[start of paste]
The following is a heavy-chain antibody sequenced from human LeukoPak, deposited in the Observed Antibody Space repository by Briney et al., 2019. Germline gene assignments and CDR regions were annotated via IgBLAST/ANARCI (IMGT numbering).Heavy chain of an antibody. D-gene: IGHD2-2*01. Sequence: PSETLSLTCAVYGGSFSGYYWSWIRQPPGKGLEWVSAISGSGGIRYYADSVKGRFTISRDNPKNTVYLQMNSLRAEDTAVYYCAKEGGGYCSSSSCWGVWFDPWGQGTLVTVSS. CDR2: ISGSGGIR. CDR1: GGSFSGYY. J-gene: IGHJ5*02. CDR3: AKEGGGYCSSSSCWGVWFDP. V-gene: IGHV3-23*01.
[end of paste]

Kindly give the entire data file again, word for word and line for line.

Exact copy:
The following is a heavy-chain antibody sequenced from human LeukoPak, deposited in the Observed Antibody Space repository by Briney et al., 2019. Germline gene assignments and CDR regions were annotated via IgBLAST/ANARCI (IMGT numbering).Heavy chain of an antibody. D-gene: IGHD2-2*01. Sequence: PSETLSLTCAVYGGSFSGYYWSWIRQPPGKGLEWVSAISGSGGIRYYADSVKGRFTISRDNPKNTVYLQMNSLRAEDTAVYYCAKEGGGYCSSSSCWGVWFDPWGQGTLVTVSS. CDR2: ISGSGGIR. CDR1: GGSFSGYY. J-gene: IGHJ5*02. CDR3: AKEGGGYCSSSSCWGVWFDP. V-gene: IGHV3-23*01.